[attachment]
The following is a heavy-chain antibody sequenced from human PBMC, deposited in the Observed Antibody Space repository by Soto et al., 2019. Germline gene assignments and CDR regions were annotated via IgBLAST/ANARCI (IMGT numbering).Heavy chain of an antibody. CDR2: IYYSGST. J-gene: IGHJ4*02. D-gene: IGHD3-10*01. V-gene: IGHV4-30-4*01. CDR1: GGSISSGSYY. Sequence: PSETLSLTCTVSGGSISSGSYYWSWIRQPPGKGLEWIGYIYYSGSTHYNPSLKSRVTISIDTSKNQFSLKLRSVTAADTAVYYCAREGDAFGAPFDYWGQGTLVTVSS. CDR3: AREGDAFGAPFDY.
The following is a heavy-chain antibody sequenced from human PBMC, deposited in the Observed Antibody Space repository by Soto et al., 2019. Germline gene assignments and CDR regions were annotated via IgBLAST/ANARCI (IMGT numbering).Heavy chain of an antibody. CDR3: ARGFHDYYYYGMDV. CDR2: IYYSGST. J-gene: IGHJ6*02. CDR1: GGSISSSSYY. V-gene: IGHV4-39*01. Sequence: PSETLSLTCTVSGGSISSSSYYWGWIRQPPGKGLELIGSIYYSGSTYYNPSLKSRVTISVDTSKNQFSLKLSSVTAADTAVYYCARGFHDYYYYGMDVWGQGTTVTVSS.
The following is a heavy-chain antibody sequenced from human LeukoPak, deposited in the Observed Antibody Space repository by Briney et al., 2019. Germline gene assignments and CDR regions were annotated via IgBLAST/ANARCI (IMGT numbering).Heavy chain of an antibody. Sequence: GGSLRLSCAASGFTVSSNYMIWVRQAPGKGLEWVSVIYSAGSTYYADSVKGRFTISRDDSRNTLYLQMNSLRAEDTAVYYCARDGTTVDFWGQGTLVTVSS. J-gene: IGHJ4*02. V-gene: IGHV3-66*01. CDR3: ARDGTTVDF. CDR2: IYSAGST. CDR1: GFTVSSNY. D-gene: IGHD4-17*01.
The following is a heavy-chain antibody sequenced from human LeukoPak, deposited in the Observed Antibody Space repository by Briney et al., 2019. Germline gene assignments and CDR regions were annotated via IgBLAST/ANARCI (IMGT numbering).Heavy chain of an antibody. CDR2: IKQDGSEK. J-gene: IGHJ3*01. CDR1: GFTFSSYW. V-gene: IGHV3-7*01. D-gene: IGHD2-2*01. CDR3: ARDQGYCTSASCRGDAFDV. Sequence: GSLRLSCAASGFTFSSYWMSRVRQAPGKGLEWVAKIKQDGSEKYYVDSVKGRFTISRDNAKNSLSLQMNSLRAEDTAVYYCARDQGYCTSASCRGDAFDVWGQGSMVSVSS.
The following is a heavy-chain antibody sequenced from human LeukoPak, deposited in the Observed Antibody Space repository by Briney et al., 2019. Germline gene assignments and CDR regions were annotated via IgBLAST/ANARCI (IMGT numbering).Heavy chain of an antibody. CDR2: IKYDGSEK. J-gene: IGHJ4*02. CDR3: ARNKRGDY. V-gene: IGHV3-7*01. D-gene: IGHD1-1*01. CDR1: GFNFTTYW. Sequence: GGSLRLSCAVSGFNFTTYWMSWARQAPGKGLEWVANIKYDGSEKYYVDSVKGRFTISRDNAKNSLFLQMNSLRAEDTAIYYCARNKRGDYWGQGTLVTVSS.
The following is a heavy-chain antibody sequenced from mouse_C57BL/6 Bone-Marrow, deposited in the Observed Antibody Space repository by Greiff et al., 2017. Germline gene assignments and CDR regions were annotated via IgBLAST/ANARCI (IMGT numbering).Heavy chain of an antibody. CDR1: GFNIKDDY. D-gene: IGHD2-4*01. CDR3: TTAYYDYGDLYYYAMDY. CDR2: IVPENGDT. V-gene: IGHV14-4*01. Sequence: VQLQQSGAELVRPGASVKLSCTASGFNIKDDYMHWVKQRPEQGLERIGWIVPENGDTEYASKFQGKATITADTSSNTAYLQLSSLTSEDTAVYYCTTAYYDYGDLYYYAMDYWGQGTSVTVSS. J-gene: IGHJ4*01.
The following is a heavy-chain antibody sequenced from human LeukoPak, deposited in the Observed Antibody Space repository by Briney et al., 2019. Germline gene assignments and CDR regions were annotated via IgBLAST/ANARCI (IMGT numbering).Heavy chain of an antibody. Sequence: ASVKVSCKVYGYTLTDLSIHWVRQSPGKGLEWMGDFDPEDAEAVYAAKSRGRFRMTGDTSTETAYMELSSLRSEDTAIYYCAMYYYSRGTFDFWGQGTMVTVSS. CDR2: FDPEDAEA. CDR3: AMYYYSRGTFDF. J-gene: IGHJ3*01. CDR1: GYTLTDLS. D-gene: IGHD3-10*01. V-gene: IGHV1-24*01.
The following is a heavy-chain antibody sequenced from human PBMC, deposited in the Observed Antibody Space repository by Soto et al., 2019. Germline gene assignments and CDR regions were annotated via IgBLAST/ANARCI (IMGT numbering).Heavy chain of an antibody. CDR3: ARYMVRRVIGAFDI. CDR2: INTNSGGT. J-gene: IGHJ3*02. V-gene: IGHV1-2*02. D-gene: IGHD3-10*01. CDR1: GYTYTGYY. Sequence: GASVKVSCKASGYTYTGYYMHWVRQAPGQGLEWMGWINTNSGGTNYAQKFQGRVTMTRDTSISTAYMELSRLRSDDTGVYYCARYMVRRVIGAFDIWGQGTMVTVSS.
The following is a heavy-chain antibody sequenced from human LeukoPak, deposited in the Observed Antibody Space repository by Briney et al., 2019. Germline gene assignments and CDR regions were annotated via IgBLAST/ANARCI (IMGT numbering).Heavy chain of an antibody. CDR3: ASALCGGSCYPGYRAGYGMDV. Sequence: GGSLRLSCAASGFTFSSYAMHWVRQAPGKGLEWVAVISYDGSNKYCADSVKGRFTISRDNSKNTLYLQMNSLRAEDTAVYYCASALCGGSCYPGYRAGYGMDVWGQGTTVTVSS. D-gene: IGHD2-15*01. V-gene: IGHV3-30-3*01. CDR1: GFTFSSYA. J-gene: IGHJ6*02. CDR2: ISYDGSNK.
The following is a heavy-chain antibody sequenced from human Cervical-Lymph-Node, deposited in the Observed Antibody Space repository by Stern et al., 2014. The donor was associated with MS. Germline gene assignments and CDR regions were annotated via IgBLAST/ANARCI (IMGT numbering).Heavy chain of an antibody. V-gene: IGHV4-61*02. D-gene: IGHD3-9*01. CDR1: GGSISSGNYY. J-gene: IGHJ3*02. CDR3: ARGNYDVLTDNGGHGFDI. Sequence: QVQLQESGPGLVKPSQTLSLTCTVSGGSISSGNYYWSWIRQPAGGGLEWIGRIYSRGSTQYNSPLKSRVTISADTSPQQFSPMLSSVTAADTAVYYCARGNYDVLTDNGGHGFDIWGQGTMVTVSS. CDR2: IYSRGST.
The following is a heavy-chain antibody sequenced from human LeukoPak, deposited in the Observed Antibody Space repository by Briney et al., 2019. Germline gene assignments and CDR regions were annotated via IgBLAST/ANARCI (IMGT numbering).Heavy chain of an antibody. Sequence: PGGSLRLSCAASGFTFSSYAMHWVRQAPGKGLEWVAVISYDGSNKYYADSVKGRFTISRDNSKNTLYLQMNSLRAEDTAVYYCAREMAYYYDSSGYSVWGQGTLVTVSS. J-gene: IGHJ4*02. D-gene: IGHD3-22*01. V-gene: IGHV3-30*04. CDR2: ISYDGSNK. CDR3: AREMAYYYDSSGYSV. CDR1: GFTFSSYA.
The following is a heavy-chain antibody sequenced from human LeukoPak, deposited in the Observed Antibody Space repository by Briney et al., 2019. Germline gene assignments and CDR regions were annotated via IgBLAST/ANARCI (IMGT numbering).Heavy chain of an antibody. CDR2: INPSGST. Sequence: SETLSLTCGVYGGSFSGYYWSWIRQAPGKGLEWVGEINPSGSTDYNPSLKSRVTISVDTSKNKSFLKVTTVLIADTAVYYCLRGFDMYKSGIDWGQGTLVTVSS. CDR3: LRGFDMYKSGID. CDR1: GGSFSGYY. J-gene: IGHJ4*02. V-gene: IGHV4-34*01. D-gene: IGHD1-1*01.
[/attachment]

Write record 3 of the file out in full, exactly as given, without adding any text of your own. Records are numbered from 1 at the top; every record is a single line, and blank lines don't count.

The following is a heavy-chain antibody sequenced from human LeukoPak, deposited in the Observed Antibody Space repository by Briney et al., 2019. Germline gene assignments and CDR regions were annotated via IgBLAST/ANARCI (IMGT numbering).Heavy chain of an antibody. Sequence: GGSLRLSCAASGFTVSSNYMIWVRQAPGKGLEWVSVIYSAGSTYYADSVKGRFTISRDDSRNTLYLQMNSLRAEDTAVYYCARDGTTVDFWGQGTLVTVSS. J-gene: IGHJ4*02. V-gene: IGHV3-66*01. CDR3: ARDGTTVDF. CDR2: IYSAGST. CDR1: GFTVSSNY. D-gene: IGHD4-17*01.